Monday, July 4, 2011

Another way of looking at people

I grew up being called dark. Growing up in a country obsessed with skin colour, it took me years to realise that wheatish complexion is not really dark, and who cares about skin colour anyway. I have friends and family who recall horror days of being labelled ‘fat’. Even freakishly thin people are traumatised by their nicknames such as ‘beanstalk’, ‘scarecrow’ or ‘skinny’.

So often, we are asked to describe a person for the purpose of identification. Suppose you are a guy at a bar and you want to point out a particular person, say a woman, to your friend. Suppose this woman is with one other person who is fat, while the woman you are looking at is slender. How do you describe her to your friends so he identifies her easily? Do you use the words ‘tall, ‘thin, ‘tall’, ‘fair’…?

I recently read a book by Lee Child (who is one of my favorite thriller writers)—I think it was 61 Hours. In the book, a woman was described to the protagonist Jack Reacher as ‘the woman wearing glasses’. This a lesson in life, to learn to identify a person using appropriate descriptions rather than adjectives, something that doesn’t evoke sexuality, body parts, etc., but instead the more obvious unambiguous traits / elements that makes a person who he/she is.

I now look at people in new light. I observe things about them beyond their appearance that tell you what kind of person he/she probably is. I know spectacles have something to do with appearance, but it is an item unattached to the body (i.e. does not describe the body in any way. Therefore, I make a note of that. Identification by way of clothes if fine too as long as the observation is not derogatory, such as red blouse, blue trouser, polo necked sweater, etc.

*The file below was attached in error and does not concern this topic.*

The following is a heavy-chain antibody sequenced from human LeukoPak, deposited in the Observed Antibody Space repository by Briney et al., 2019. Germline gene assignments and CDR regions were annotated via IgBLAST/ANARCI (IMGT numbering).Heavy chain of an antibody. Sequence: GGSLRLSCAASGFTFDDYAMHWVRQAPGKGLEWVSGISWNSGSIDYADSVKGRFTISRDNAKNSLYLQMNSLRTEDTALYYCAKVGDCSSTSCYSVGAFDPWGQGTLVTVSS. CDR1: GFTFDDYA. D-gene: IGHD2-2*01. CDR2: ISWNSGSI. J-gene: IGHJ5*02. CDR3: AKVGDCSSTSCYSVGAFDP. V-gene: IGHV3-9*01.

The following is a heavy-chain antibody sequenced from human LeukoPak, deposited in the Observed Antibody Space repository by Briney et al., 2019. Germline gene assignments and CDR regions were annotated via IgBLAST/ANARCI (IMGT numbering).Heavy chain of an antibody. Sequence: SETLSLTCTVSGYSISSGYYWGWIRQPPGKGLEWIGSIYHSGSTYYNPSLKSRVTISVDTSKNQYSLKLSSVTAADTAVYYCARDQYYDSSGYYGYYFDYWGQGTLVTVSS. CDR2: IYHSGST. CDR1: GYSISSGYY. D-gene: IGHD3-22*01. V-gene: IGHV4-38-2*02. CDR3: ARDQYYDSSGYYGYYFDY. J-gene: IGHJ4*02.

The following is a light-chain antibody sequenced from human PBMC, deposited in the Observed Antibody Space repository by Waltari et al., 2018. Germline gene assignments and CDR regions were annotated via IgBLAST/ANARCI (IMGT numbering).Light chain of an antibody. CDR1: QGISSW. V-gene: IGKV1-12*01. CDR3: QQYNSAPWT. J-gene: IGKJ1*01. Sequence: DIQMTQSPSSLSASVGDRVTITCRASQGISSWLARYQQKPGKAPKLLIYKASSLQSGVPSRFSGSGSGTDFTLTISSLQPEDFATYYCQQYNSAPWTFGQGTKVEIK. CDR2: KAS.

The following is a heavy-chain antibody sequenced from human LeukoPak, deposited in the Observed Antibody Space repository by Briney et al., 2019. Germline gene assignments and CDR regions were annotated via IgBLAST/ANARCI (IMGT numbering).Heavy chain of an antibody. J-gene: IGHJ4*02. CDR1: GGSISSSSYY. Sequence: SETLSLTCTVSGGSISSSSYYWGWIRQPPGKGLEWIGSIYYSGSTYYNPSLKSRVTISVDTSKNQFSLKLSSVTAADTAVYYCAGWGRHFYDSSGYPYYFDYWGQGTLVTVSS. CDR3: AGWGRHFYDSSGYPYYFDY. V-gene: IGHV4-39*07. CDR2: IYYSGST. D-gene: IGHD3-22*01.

1 comment:

Sana Rose said...

Hello, that's interesting. :) A good view, I would say.
We could also be more optimistic about the descriptions, if one says "the fat lady near the short man" or "the dark skinned near the fair girl".
We could just take it as an adjective or adverb instead of taking it personally because we know that we are not the only dark skinned, or only fat, or only too thin persons in the world. (India being a colour-oriented country is quite right, but may be there just aren't that much diversity in Europe and USA).
So if someone says there is that dark girl, love the dark skin, it's who you are, it's not about the quality of colour, (dark skin is healthier and better than white of course - that's a fact).I have been very white since a baby, and it's because my family got that gene, but that doesn't make me more beautiful or even faultless. It just enhances the dark spots and acne scars on my face and people ask about that little dark in my face - the spots. And some people think am too fair. and my face is being blotted with pimples. What can I do about it? I just accepted it as it is.
Whatever we do, we will never be flawless to others. There would be some tiny thing that is wrong with us, to at least one person...

It's just the way it is. We can't change how other people view us, we can change how we take it. I don't believe in the beauty enhancing programs and money-cracking in parlours.
We do our best, we dress well and keep ourselves clean. And keep our mind beautiful. That MUST do. :)

Keep writing. :)